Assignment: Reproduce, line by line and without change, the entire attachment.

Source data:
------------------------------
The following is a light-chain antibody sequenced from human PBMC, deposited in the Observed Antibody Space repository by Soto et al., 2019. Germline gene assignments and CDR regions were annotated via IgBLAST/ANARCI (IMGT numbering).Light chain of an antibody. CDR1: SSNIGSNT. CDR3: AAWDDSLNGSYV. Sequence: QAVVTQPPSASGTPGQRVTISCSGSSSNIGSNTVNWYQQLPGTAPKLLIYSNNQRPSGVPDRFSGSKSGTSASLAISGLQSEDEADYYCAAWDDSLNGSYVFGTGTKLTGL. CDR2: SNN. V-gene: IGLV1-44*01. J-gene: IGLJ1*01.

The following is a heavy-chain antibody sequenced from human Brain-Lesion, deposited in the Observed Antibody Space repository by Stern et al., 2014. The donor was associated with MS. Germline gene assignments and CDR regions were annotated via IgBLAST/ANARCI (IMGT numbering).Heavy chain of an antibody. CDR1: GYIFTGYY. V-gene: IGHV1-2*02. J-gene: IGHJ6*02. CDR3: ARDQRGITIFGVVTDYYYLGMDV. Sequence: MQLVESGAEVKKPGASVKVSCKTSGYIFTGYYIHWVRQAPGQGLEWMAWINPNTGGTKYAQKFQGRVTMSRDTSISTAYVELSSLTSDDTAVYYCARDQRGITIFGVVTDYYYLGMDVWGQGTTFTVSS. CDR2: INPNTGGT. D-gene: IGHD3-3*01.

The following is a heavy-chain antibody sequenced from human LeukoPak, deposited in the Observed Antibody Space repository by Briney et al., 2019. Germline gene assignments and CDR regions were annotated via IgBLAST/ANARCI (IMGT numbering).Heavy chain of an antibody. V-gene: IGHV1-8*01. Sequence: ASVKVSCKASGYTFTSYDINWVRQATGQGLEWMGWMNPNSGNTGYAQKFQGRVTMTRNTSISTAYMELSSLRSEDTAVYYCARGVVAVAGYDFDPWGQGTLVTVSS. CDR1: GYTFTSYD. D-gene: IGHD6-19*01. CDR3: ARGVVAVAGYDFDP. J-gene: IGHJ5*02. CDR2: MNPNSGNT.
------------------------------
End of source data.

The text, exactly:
The following is a light-chain antibody sequenced from human PBMC, deposited in the Observed Antibody Space repository by Soto et al., 2019. Germline gene assignments and CDR regions were annotated via IgBLAST/ANARCI (IMGT numbering).Light chain of an antibody. CDR1: SSNIGSNT. CDR3: AAWDDSLNGSYV. Sequence: QAVVTQPPSASGTPGQRVTISCSGSSSNIGSNTVNWYQQLPGTAPKLLIYSNNQRPSGVPDRFSGSKSGTSASLAISGLQSEDEADYYCAAWDDSLNGSYVFGTGTKLTGL. CDR2: SNN. V-gene: IGLV1-44*01. J-gene: IGLJ1*01.

The following is a heavy-chain antibody sequenced from human Brain-Lesion, deposited in the Observed Antibody Space repository by Stern et al., 2014. The donor was associated with MS. Germline gene assignments and CDR regions were annotated via IgBLAST/ANARCI (IMGT numbering).Heavy chain of an antibody. CDR1: GYIFTGYY. V-gene: IGHV1-2*02. J-gene: IGHJ6*02. CDR3: ARDQRGITIFGVVTDYYYLGMDV. Sequence: MQLVESGAEVKKPGASVKVSCKTSGYIFTGYYIHWVRQAPGQGLEWMAWINPNTGGTKYAQKFQGRVTMSRDTSISTAYVELSSLTSDDTAVYYCARDQRGITIFGVVTDYYYLGMDVWGQGTTFTVSS. CDR2: INPNTGGT. D-gene: IGHD3-3*01.

The following is a heavy-chain antibody sequenced from human LeukoPak, deposited in the Observed Antibody Space repository by Briney et al., 2019. Germline gene assignments and CDR regions were annotated via IgBLAST/ANARCI (IMGT numbering).Heavy chain of an antibody. V-gene: IGHV1-8*01. Sequence: ASVKVSCKASGYTFTSYDINWVRQATGQGLEWMGWMNPNSGNTGYAQKFQGRVTMTRNTSISTAYMELSSLRSEDTAVYYCARGVVAVAGYDFDPWGQGTLVTVSS. CDR1: GYTFTSYD. D-gene: IGHD6-19*01. CDR3: ARGVVAVAGYDFDP. J-gene: IGHJ5*02. CDR2: MNPNSGNT.